“Innovation isn’t about reinventing the wheel,” says Alex. “Take Uber, for example. They didn’t build new technology; they didn’t have to.” Instead, they simply grabbed onto existing technology and used it in a new way.
That technology might not have been new and flashy, but it was good enough to help Uber chart a net worth of $45.85B in May.
For Alex, being innovative is a two-part exercise. The first is taking the tools you already have and maximizing their efficiency. “If you’ve exhausted the limits of that technology,” says Alex, well, “perhaps it’s time to build something new.” Until then, use what you have.
To further illustrate, Alex uses a few examples—mRNA vaccines being one of them. mRNA vaccines have been around for decades, yet before COVID, most people had never heard of them.
The vaccines are fascinating because they teach cells how to make proteins that trigger an immune response inside the human body. When the pandemic hit, researchers speculated that this decades-old technology might potentially work on COVID-19.
So they started testing. And sure enough, it worked.
Alex’s point is that mRNA researchers didn’t start from scratch or build something new. Instead, they looked at what they already had, tested it, refined it, and put it into play. There’s a good lesson there.
Biggest Impact on Digital Innovation For The Next 10 Years
Are your customers engaged? And do you have the data to prove it? For Alex, the answers to those questions may determine who’s around and making the biggest impact in the next 10 years.
To engage customers, you have to get the data right and then use it to personalize your customers’ user experience. Amazon is the most obvious example of a company that uses data to custom-tailor the customer journey.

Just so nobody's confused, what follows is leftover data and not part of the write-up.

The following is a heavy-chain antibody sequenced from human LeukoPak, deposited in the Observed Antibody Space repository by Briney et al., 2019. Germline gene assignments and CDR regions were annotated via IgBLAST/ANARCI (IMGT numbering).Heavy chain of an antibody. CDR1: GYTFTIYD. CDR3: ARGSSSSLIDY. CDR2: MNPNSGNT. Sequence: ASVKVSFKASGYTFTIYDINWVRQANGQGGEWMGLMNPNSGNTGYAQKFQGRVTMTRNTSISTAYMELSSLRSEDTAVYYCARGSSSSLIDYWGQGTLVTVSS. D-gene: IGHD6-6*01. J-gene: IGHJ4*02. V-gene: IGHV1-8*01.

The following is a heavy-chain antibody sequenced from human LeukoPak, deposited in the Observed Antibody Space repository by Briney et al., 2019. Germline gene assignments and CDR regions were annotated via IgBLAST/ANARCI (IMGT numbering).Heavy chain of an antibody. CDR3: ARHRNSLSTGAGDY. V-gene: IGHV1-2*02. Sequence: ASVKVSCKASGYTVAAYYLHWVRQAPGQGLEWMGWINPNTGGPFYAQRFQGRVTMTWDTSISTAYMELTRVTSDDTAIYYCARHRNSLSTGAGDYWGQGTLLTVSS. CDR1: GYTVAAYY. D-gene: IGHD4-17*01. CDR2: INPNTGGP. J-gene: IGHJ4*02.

Doing that is harder for smaller organizations focused on a single niche. Harder, but certainly not impossible. I asked Alex to give me a few examples of smaller companies he’s keeping an eye on. Home Depot was one. Stitch Fix was another.
“I’m a big DIY guy, so I spend a fair amount of time at Home Depot. My wife will confirm that by showing you my growing collection of tools.” But Alex follows the company for another reason: their end-to-end engagement is impeccable.
Companies That Are Surprising
Everything from online browsing and in-store shopping to returning items is streamlined. The company knows what users want because they track browsing habits. They also track purchases, so customers never need a receipt to return an item. As a result, the buyer experience is seamless and fully customized. That’s attractive.
Alex also follows Stitch Fix—partially because he admires their customer-engagement strategy, partly because he has no other choice.
“They have my wife figured out to a tee,” he says. “Stitch Fix tracks her browsing habits, purchases, and feedback.” Based on that, they know what kind of clothes she likes.
“If you need proof that the company knows what it’s doing, come on over and look in our closet. I think organizations can learn a thing or two from this company.”
Digital 2.0 Hot Seat: Real, Hype, Or WTF
I closed our conversation with a series of rapid-fire questions covering four of my favorite topics: AI, the Metaverse, crypto, Elon Musk, and remote/hybrid work.
Are they real, hype—or do they just make you scratch your head and say, “WTF?” Here’s what Alex had to say:
→ AI: “Pay attention to AI. It’s going to drive our customer engagement strategies going forward.”
→ The Metaverse: “Great opportunity there, but shortsighted in its current form. I want to say the Metaverse is real, but I’m still saying, ‘WTF?’”
→ Crypto: “There’s huge opportunity with crypto, but it’s completely useless until it’s backed monetarily. No one will trust it otherwise.”
→ Elon Musk: “Controversial, but obviously brilliant. Whether it be with Twitter, electric vehicles, or space, he sees the bigger picture—and people are still catching up.”
→ Remote and hybrid work: “We need it. And if companies reject it, they’re limiting themselves, especially in terms of talent acquisition. There are a lot of brilliant people out there, and remote allows you to tap into that intelligence.”
Thank you, Alex, for such an insightful interview!